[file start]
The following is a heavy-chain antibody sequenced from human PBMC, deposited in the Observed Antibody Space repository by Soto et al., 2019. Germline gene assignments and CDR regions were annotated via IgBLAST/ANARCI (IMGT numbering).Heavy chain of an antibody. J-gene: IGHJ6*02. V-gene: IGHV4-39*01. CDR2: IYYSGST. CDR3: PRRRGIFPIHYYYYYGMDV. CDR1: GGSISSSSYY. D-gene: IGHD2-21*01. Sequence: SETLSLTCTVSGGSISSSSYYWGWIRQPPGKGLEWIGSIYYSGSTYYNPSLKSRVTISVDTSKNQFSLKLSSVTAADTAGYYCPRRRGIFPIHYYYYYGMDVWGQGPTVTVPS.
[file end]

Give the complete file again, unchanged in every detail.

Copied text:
The following is a heavy-chain antibody sequenced from human PBMC, deposited in the Observed Antibody Space repository by Soto et al., 2019. Germline gene assignments and CDR regions were annotated via IgBLAST/ANARCI (IMGT numbering).Heavy chain of an antibody. J-gene: IGHJ6*02. V-gene: IGHV4-39*01. CDR2: IYYSGST. CDR3: PRRRGIFPIHYYYYYGMDV. CDR1: GGSISSSSYY. D-gene: IGHD2-21*01. Sequence: SETLSLTCTVSGGSISSSSYYWGWIRQPPGKGLEWIGSIYYSGSTYYNPSLKSRVTISVDTSKNQFSLKLSSVTAADTAGYYCPRRRGIFPIHYYYYYGMDVWGQGPTVTVPS.